How to Use Images to Promote Your Writing

Written by PamelaKelt | September 30, 2013

Slide16Much to the relief of my spouse and daughter, I have finally ditched my much-beloved clunky laptop and upgraded. What a painful process. When we got to transferring the picture files, I was amazed at how colossal the folder was – some for research, but a large part for PR. This aspect of e-publishing had obviously become more vital than I’d realized.

It all began with my first book, The Lost Orchid, set in 1887. I had some inkling of the period, but I needed more details – about locks, poisons, plant collectors, railways, bicycles, and so on. As I rummaged around the ether, I began to collect images. At first, I opened a Word document (called rather unimaginatively ‘Images’) and put them all in there, willy nilly.

Everything changed when I landed a book deal. It was clear I’d need a blog and an author website.

The picture hunt was on. Orchids, and Victoriana in general, were relatively easy to find. A friend told me about Creative Commons, where you can search for images, remembering to check the two boxes, ‘use for commercial purposes’ and ‘modify, adapt, or build upon,’ of course. As it was set in the 19th century, there was plenty of choice, as almost everything was out of copyright.

My book Tomorrow’s Anecdote is a 1980s newsroom thriller, and it was very hard to find pictures to match. If you’ve ever tried to search Wikimedia by date, you’ll understand. I had to get creative: Think of some celebrities from the time, key events, movies … eventually you’ll find a hidden gem, often listed under the most unlikely names, sometimes misspelled!

I cast the net further, using different search engines, a variety of search terms. I’d make the time to poke around, storing the image locations in a folder for each book. I soon found it was best to make the time to rename these with key words for easy retrieval.

Even so, things got chaotic, so I forced myself to keep better records (renaming files, keeping dates, creating sub-folders) so I could access all these bits and bobs in my ever-increasing visual archive.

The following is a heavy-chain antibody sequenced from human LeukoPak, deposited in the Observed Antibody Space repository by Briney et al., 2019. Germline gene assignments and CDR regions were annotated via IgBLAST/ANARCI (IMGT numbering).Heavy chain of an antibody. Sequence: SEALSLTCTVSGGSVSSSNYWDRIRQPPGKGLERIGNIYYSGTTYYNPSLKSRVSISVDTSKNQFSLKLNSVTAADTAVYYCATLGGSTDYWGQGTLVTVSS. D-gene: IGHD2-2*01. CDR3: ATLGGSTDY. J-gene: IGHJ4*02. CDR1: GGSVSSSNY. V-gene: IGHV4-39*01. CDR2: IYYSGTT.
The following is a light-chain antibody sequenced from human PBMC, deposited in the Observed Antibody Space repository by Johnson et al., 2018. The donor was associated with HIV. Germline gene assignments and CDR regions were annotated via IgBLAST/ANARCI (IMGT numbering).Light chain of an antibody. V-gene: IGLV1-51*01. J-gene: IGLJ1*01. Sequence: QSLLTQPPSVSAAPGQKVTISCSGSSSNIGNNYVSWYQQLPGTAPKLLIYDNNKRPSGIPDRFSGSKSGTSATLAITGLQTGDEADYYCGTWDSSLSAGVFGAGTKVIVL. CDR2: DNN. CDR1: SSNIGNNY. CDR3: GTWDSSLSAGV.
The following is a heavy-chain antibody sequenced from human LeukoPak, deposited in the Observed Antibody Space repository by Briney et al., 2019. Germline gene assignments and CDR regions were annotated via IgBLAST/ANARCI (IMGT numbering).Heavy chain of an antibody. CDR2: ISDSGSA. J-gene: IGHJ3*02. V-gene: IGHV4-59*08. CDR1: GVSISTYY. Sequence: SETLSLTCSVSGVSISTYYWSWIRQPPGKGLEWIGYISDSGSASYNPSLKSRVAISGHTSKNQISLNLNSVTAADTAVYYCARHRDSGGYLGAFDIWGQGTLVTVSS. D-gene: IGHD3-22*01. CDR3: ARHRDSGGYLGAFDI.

As I got increasingly involved in PR, such as writing blogs for other authors, writing features, and press releases, I needed even more images. Blogs pack more punch with pictures, so it’s invaluable to have a batch of copyright-free images that you can pepper all over the place. They tell a story, they’re personal, and they show you mean business. And if your blogs look good, then a screendump of the latest article is a great PR tool.

I started to hunt through my own personal images, holiday snaps and such. With a bit of tweaking, they can be handy (such as this background shot in sepia of Tromsø for Half Life). I bought a scanner and boosted the collection with some vintage photos from my attic. The next step was to purchase my own back pocket digital camera. I take it everywhere, even walking the dogs. If something catches my eye: Click, File.

Simple can be good. A snap of the cover of my latest book, Ice Trekker, as it appeared on my husband’s tablet on launch day, got dozens of hits. I created a cocktail to go with Half Life, a novel I co-wrote with my husband. More photos, more views. If you’re doing an online launch, the more images the merrier!

Increasingly, books are promoted through video trailers. It was time to crank up the PR, so I launched myself into the brave new world of audio-visual material. It’s astonishing how much you need for a book trailer. It eats pictures.

To avoid the ‘slide show’ look, I wanted quality moving footage. After hunting around, I’ve built up a few sites, such as Archive.org, that offer royalty-free, copyright free stock material for the aspiring trailer maker (including the clouds for Tomorrow’s Anecdote). Marketing Motion Graphics has some smashing, whizzy flourishes to brighten up a plain video in seconds (see the revolutionary burning fuse in Dark Interlude). Old movies and newsreels are now increasingly available. With the right software, it’s now easy to download the whole thing or screendump a still.

But when it comes to PR, headshots are still the most important – tough for most camera-shy authors. Rope someone in, or buy a tripod. If you don’t like the shot, delete it and take another, and another. This is the wonderful thing about digital images. Nothing is ever wasted.

Finally, some tips:

Always read the small print about credits. If in doubt, leave it out.

Don’t be afraid to ask around.

When all else fails, think outside the box or create your own.

If you’re nervous of video, start with an online scrapbook – see Tomorrow’s Anecdote.

Bio: Find Pam on Twitter and Facebook; or visit her author website and blog. Orchidmania is a blog for orchid fans.